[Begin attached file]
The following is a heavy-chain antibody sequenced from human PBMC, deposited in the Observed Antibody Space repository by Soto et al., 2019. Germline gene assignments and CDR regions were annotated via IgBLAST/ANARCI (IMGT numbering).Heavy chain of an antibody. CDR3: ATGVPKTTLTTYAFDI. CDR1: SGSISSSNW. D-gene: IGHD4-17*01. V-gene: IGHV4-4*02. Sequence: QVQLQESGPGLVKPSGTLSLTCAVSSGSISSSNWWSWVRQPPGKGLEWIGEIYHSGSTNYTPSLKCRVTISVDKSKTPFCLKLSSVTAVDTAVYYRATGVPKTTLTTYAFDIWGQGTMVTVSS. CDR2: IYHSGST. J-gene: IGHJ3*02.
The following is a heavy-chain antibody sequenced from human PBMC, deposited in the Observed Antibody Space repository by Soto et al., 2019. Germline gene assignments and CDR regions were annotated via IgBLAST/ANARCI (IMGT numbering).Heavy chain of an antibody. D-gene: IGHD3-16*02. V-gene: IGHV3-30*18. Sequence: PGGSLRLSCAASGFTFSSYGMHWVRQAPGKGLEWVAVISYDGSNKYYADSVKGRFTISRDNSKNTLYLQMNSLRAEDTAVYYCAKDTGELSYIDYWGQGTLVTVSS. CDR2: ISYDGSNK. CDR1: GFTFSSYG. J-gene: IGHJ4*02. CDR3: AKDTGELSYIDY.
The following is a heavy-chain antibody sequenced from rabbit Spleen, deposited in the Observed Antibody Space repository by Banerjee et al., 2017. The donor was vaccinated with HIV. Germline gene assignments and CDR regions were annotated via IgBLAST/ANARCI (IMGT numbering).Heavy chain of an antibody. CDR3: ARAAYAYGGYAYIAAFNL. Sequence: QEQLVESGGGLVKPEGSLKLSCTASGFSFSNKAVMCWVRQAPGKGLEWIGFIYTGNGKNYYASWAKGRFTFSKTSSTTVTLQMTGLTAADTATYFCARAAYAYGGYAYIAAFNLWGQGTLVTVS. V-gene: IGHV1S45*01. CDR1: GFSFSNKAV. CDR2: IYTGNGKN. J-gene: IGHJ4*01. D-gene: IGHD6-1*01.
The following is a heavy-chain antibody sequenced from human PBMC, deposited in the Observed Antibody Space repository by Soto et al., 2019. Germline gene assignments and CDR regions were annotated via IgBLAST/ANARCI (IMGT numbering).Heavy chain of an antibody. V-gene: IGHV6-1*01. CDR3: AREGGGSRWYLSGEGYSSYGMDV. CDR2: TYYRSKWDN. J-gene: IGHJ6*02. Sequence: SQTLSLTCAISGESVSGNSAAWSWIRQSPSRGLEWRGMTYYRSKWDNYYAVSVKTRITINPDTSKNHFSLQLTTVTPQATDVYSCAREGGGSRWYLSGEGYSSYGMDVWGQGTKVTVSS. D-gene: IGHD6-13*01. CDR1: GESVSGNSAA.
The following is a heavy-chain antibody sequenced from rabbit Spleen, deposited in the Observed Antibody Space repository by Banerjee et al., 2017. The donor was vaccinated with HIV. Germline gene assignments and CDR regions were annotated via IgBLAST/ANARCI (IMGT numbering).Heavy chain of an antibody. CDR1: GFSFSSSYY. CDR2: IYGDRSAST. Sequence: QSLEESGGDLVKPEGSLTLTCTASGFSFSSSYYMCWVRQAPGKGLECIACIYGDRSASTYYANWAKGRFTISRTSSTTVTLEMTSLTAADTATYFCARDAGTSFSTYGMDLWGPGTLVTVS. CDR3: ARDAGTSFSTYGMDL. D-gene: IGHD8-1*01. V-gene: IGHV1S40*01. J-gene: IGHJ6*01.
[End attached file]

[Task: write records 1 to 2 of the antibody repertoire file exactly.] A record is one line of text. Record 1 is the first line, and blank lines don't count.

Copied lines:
The following is a heavy-chain antibody sequenced from human PBMC, deposited in the Observed Antibody Space repository by Soto et al., 2019. Germline gene assignments and CDR regions were annotated via IgBLAST/ANARCI (IMGT numbering).Heavy chain of an antibody. CDR3: ATGVPKTTLTTYAFDI. CDR1: SGSISSSNW. D-gene: IGHD4-17*01. V-gene: IGHV4-4*02. Sequence: QVQLQESGPGLVKPSGTLSLTCAVSSGSISSSNWWSWVRQPPGKGLEWIGEIYHSGSTNYTPSLKCRVTISVDKSKTPFCLKLSSVTAVDTAVYYRATGVPKTTLTTYAFDIWGQGTMVTVSS. CDR2: IYHSGST. J-gene: IGHJ3*02.
The following is a heavy-chain antibody sequenced from human PBMC, deposited in the Observed Antibody Space repository by Soto et al., 2019. Germline gene assignments and CDR regions were annotated via IgBLAST/ANARCI (IMGT numbering).Heavy chain of an antibody. D-gene: IGHD3-16*02. V-gene: IGHV3-30*18. Sequence: PGGSLRLSCAASGFTFSSYGMHWVRQAPGKGLEWVAVISYDGSNKYYADSVKGRFTISRDNSKNTLYLQMNSLRAEDTAVYYCAKDTGELSYIDYWGQGTLVTVSS. CDR2: ISYDGSNK. CDR1: GFTFSSYG. J-gene: IGHJ4*02. CDR3: AKDTGELSYIDY.